Prison sentences in Utah are indeterminate, meaning that imposed sentences are for a specified range of time, including a minimum and maximum time frame. The Legislature specifies the elements of, level of severity of, and applicable sentence for, each crime. When a sentencing court imposes a prison sentence following conviction, the court imposes the applicable indeterminate sentence. Currently, the typical indeterminate sentences in Utah are: 0-5 years for 3rd Degree Felonies; 1-15 years for 2nd Degree Felonies; and 5-Life for 1st Degree felonies. First degree felonies may carry a minimum sentence of between 3 and 25 years, depending upon the specific crime of conviction and applicable sentencing enhancements imposed by the court.

Once a person is sentenced to prison for the commission of a felony or Class A misdemeanor, the Board of Pardons and Parole has jurisdiction over that individual. When a person is sent to prison in Utah, the offender must serve the entire sentence imposed unless the Board acts to release the offender prior to the expiration of the sentence.

Update, July 15, 2015: A Woman Defends Ms. Altice, and I Respond

In a letter to the editor headlined (at least in the on-line edition) “In teacher sex case, blame the boys, too,” correspondent Sharon Teal Coray takes issue with Brianne Altice’s sentence.  See her letter at this address (last accessed July 16, 2015):  In what essentially could be called an open letter to Ms. Coray, even though I posted it in on-line comments to her letter at, I responded:

Ms. Coray:

Even if what you say is absolutely correct and these young men really had the time of their lives (at least, during the encounters themselves; more on that in a moment), someone should have said, “No.” If you’re right that the only thing these young men were paying attention to during their encounters with Ms. Altice was their raging hormones, and even if these young men are adults biologically, it still fell to someone to make the adult decision chronologically; that someone was Ms. Altice, and she failed to live up to that responsibility.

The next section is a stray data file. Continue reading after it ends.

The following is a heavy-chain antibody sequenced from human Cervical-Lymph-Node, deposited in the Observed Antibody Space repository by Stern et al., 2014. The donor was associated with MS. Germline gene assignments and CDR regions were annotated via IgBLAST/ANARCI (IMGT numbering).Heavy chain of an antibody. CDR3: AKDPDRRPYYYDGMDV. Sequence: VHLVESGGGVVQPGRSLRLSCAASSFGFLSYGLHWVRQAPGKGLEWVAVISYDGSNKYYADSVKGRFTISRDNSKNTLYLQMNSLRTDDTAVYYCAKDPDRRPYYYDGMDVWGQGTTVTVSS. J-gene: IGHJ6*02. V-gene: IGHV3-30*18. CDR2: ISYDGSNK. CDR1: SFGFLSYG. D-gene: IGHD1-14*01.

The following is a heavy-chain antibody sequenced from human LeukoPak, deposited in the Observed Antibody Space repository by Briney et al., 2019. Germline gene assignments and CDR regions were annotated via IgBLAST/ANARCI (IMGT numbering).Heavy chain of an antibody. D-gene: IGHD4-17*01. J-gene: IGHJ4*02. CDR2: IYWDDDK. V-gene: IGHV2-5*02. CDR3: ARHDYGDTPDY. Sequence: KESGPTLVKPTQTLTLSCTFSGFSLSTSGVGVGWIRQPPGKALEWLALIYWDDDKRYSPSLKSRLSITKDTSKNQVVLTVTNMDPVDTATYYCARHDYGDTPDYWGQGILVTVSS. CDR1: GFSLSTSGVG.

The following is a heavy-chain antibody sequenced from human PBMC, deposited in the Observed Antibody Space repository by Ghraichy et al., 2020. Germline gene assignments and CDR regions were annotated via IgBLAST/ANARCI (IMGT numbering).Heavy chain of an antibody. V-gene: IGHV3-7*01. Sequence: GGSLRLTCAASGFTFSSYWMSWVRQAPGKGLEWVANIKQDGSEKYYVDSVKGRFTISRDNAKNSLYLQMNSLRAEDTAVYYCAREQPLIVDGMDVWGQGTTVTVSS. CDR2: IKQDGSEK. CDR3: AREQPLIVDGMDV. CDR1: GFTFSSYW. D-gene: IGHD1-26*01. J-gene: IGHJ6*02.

And even if someone has the time of his life (in the moment, at least), that doesn’t mean that he’s prepared to deal with all of the emotional baggage that comes with adult intimacy. Just because someone doesn’t regret (or doesn’t appreciate the implications of) something he does at the moment he does it doesn’t mean that there won’t be serious life complications later on (irrespective of the young men’s religion or of the spiritual consequences which that religion teaches can accompany such an act).

And even if we accept for the sake of argument that, generally, there’s nothing wrong in principle with someone who is Ms. Altice’s age having sex with adolescent males, even that purportedly innocent activity could raise legitimate questions in the minds of those adolescents’ classmates, if and when they learn of it: “Is my grade in this class going to be based less on my class performance and more on the kind of relationship I have (or don’t have) with the teacher?” We wouldn’t accept potential “Yes” answers to a similar question in the workplace, and we shouldn’t accept potential “Yes” answers to that question in the classroom.